By FARA AISYAH / Pic by BERNAMA
The uncertainties over policies for foreigners to purchase local properties are casting a dark cloud over the RM40 billion Melaka Gateway project.
The new federal government recently announced that foreigners are not allowed to purchase units at the Forest City development in Johor, a project that involves the creation of four artificial islands targeting buyers from mainland China.
(The US$100 billion [RM415.09 billion] project off the coast of Johor is spearheaded by China’s Country Garden Holdings Co and the Johor state government. Chinese from mainland China already accounts for two-thirds of the purchasers of the project, which is estimated to have a population of 700,000 people with 160,000 units built across 14 sq km of land on the artificial islands.)
Melaka Gateway is a joint-venture project between KAJ Development Sdn Bhd and China’s energy company PowerChina International Group Ltd. Nerves are rising as the government is looking to increase local buyers for projects such as Forest City.
Laurelcap Sdn Bhd property valuer Kit Au Yong said the local property sector will need clearer guidelines from policymakers on mega developments as domestic buyers will not be able to fulfil the take-up rate of such mega projects.
“The Melaka project has been quiet for some time and the current sudden change of direction certainly has a dark cloud effect on this similar mega-scale project. Certainly, the local market would not be able to absorb the take-up easily.
“The market will need more certainty from policymakers. In addition, the current subdued real estate market condition is definitely not helping large-scale developers,” he told The Malaysian Reserve.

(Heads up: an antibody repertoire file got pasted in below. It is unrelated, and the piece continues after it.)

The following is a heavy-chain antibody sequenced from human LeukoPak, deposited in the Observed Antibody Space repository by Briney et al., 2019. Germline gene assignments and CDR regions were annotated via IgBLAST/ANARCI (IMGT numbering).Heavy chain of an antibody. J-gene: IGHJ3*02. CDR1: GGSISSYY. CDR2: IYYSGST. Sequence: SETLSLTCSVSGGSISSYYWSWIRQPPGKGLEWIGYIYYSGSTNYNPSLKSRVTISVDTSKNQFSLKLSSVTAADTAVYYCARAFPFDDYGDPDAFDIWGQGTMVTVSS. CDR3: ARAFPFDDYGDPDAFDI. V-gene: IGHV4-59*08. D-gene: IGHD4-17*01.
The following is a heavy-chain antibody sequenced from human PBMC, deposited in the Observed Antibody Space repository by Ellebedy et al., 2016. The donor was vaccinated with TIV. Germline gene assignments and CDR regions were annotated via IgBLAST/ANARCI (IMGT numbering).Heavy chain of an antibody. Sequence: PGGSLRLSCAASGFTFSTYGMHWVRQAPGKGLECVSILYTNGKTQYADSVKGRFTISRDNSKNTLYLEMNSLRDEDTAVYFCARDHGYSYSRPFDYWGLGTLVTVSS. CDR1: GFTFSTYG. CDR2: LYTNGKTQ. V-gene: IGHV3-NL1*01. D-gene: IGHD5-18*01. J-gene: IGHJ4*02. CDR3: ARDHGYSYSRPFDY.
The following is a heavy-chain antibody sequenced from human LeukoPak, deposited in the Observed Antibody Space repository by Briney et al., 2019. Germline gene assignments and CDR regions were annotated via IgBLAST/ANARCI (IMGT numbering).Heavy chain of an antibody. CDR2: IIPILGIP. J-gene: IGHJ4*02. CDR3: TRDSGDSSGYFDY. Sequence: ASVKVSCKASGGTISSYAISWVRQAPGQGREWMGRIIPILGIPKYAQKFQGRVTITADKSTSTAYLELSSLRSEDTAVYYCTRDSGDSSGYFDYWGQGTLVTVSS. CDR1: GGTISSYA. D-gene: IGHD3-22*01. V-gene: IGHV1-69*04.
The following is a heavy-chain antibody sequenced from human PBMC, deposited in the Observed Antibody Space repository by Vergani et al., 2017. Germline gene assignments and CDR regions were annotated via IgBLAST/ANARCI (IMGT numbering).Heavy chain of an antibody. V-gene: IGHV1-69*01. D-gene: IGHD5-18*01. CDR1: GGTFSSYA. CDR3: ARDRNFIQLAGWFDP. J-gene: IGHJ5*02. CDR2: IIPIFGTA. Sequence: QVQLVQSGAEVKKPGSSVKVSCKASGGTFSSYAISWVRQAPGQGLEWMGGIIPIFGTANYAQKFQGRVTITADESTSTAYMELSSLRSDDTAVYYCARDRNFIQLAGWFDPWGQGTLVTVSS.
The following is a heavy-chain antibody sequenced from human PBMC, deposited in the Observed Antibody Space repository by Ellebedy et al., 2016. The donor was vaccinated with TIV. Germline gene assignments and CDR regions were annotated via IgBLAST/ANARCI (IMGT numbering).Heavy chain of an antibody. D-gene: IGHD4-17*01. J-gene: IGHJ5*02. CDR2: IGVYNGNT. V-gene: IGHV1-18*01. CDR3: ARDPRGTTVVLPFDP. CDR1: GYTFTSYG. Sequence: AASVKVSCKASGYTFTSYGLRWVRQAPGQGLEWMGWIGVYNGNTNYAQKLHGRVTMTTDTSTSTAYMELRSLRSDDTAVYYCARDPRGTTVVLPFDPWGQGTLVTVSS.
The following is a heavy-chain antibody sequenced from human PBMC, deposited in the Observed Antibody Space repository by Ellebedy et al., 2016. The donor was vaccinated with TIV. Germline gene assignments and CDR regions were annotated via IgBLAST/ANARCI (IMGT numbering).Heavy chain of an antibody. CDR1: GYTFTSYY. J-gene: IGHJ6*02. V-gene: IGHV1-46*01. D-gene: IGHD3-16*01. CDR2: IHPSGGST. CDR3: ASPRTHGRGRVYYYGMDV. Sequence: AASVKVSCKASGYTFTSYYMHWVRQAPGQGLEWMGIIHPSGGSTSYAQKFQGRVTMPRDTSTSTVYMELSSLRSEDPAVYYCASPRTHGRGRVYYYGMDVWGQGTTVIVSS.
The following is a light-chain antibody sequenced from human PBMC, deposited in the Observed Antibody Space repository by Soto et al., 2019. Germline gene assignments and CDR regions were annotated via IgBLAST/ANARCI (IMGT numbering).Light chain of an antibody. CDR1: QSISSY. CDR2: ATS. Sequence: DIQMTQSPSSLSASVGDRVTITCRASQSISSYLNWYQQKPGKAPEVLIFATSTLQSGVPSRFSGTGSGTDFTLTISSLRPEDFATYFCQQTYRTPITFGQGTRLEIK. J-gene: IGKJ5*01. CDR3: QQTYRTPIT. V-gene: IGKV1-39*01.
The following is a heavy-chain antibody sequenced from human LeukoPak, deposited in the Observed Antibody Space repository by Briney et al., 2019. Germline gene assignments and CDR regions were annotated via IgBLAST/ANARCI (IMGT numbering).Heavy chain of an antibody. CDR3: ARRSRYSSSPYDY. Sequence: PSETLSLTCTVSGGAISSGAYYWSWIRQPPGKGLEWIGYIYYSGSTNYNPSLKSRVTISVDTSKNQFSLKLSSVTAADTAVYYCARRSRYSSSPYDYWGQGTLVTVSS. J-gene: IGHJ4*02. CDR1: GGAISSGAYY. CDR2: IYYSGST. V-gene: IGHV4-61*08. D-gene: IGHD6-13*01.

Recently, Prime Minister (PM) Tun Dr Mahathir Mohamad said foreigners can buy properties in Malaysia, but such purchases will not come with automatic “visas” to stay in the country.
Dr Mahathir said the project by China-based Country Garden is catering to foreigners and not locals.
Melaka Gateway, launched four years ago, comprises a private marina and residential, commercial, cultural, entertainment and lifestyle components, covering an area of 1,504.9ha.
The private initiative also involves the creation of four artificial islands off the coast of Melaka, one of the country’s major tourism city. The grand plan also includes an international cruise passenger terminal, a commercial city, a liquid bulk terminal container terminal and a maritime industrial park.
The new state government has not announced the direction of the project. There are concerns over whether there will be demand for a port in the state as Port Klang is only about 130km to the north and is the key shipping hub for the country.
Kit said the government and industry players could come to a compromise including allowing the project to proceed, but Putrajaya will impose some form of foreign-ownership controls.
“I think the government is trying to do both; controlling foreign ownership while wanting to see some sort of mega developments in the country,” he added.